Harmonic balancers: Free advice on selecting them

Harmonic balancers: Free advice on selecting them

By Archie Bosman:  It’s easy to underestimate the cost of a deficient harmonic balancer. But they can have a profound effect on the fortunes of the able race engine—a natural enemy of crank and bearings. With the engine running, camshafts and crankshafts vibrate torsionally (in twist) and, as the saying goes, for every action there’s a reaction. Camshafts are affected by the forces related to the opening and closing of the valves while crankshafts by the combustion events. Each time the cylinders fire, torque is imparted to the crank, causing deflections—twisting it as much as 2 degrees. All of this partially complicates the timing of the valve openings as well as the cam and ignition timing to say nothing of the oppressive conditions in which the crank operates. As a result of the vibrations and deflections in both shafts, a harmonic balancer or damper is connected to the crank to absorb them. Vibrations are at their highest when furthest from the flywheel. Hence dampers are mounted on the front of the crank. Yet, on historic and vintage race engines often there was no provision at the front of the crank to mount a damper. Consequently, they might use a custom elastomer or tunable pendulum damper at the rear of the crank near the clutch.   Resonance At certain engine speeds the torques imparted by the cylinders are in sync with the vibrations in the crankshaft, which results in a potentially destructive phenomenon known as resonance. This resonance can cause stress beyond what the crank can endure, resulting in crankshaft failure due to fatigue. Robert Bartlett of the noted historic...
Competition piston rings and what the OEMs taught us

Competition piston rings and what the OEMs taught us

By Sam Logan:   In our racing world we tend to think of ourselves as the elite corps. But in pistons and more particularly piston ring design, it is not our racing brains that are the driving force but those of the Original Equipment Manufacturers. It would be a glum glimpse of the US racing industry if nothing changed. But it has and nothing could be more illustrative of change than ring development. In fact, if we’re not careful our tow vehicles will operate with 1 x 1 x 2mm ring packs before our race cars. And it’s not just skinny rings that’s been pioneered by the OEMs, the enduring cast iron top and second rings have been replaced by stronger and lighter steel types. Furthermore, thermal face coatings are being applied to top rings by high-velocity oxygen-fueled spray guns at supersonic speed. The force of the collision causes the face coating to become embedded in the rings. What are they seeking? Well, with regard to the thermal face coating, they are pursuing bond-integrity. Second, they are also constantly looking for improvements in overall strength and toughness of the top ring. And third they seek to lower the ring’s coefficient of friction; that is the ratio between the force necessary to move one surface over another and the pressure between the two surfaces. The high-velocity oxygen-fuel technique that applies the thermal face coatings allows the OEMs to run high-tech rings in their latest turbo applications. These are subjected to countless detonation incidents. Tod Richards, a ring specialist at MAHLE, a racer and a race engine builder marveled, “The rings...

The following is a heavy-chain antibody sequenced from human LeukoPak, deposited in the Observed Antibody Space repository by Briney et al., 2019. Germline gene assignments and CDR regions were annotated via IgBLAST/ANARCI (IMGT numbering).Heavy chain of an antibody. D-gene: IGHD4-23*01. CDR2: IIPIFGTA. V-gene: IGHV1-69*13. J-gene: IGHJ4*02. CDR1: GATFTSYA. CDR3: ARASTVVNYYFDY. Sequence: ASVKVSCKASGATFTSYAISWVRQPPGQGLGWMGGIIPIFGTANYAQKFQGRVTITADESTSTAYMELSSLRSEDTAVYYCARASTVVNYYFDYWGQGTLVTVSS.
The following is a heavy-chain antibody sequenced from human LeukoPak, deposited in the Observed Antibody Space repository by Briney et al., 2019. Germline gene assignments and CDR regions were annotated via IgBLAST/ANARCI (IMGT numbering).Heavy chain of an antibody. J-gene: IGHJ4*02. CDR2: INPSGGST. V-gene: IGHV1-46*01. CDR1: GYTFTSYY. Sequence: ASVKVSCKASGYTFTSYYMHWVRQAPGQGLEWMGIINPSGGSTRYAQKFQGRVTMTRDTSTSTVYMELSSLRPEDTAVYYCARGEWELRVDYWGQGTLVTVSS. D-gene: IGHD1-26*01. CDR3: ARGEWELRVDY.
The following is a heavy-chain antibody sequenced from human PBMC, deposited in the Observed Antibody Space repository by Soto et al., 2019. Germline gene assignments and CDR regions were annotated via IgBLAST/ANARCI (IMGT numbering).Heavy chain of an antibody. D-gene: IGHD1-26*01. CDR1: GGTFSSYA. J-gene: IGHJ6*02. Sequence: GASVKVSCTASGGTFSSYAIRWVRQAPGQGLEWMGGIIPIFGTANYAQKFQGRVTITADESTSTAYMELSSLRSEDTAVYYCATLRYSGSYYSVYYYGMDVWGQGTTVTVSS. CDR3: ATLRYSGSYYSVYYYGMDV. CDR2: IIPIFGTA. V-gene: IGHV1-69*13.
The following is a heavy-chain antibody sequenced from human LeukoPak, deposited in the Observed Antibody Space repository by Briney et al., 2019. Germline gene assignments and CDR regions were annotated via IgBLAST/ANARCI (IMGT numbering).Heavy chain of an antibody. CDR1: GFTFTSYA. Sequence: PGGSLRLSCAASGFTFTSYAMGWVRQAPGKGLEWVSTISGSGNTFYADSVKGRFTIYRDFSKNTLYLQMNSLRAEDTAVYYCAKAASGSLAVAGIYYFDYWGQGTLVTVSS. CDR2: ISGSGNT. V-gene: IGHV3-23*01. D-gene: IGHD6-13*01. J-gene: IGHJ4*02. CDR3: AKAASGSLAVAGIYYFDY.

Deck wave: What is it and how is it checked?

Deck wave: What is it and how is it checked?

By Titus Bloom: Research of racing parts invariably includes discussions with race engine builders and manufacturers. During their course, jewels of information can emerge, as was the case when we were developing a story following JE’s announcement of their advanced Pro Series head gaskets. Sometimes the gems are universally known sometimes not – still, these recent comments on surface flatness by Dick Boyer, designer of the latest engine blocks from World Products, seem noteworthy. “The profilometer is useful,” says Boyer, “but measuring the scratch depth in a deck surface is usually of less consequence than wave finish. What would be the point of having a beautifully smooth surface with a potentially threatening wave depth of 0.002in or 0.003in? Some builders probably put too much emphasis on profilometer readings and maybe not enough on surface flatness.” How do you check wave finish? “We lay a granite plate with 300-grit sandpaper on the deck of the block and stroke it five times front to rear—you’ll see the high spots, you’ll see the wave, which we measure with an indicator. We aim to limit variations in wave depth to 0.001in. It’s easy to control the prolifometer readings; it’s less easy to control the wave. I’ve seen waves measuring 0.002in which introduce sealing problems.” Boyer on torque-to-yield fasteners “When installed, torque-to-yield fasteners, which are common on road-going vehicles, are stretched to their maximum limit and discarded after use. If the bolts are not stretched to their full extent when the engine reaches normal operating temperature, they stretch a little more and the gasket gets loose. Torque-to-yield fasteners are not common in racing engines.”...